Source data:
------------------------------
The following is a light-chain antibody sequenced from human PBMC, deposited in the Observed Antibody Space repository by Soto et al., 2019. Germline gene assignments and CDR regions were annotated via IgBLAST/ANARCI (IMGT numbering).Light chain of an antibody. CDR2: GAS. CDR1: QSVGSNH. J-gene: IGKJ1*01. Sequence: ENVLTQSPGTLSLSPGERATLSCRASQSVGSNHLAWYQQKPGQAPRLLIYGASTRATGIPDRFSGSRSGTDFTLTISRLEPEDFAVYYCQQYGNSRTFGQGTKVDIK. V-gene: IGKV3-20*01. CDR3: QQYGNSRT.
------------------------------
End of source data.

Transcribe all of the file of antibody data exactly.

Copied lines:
The following is a light-chain antibody sequenced from human PBMC, deposited in the Observed Antibody Space repository by Soto et al., 2019. Germline gene assignments and CDR regions were annotated via IgBLAST/ANARCI (IMGT numbering).Light chain of an antibody. CDR2: GAS. CDR1: QSVGSNH. J-gene: IGKJ1*01. Sequence: ENVLTQSPGTLSLSPGERATLSCRASQSVGSNHLAWYQQKPGQAPRLLIYGASTRATGIPDRFSGSRSGTDFTLTISRLEPEDFAVYYCQQYGNSRTFGQGTKVDIK. V-gene: IGKV3-20*01. CDR3: QQYGNSRT.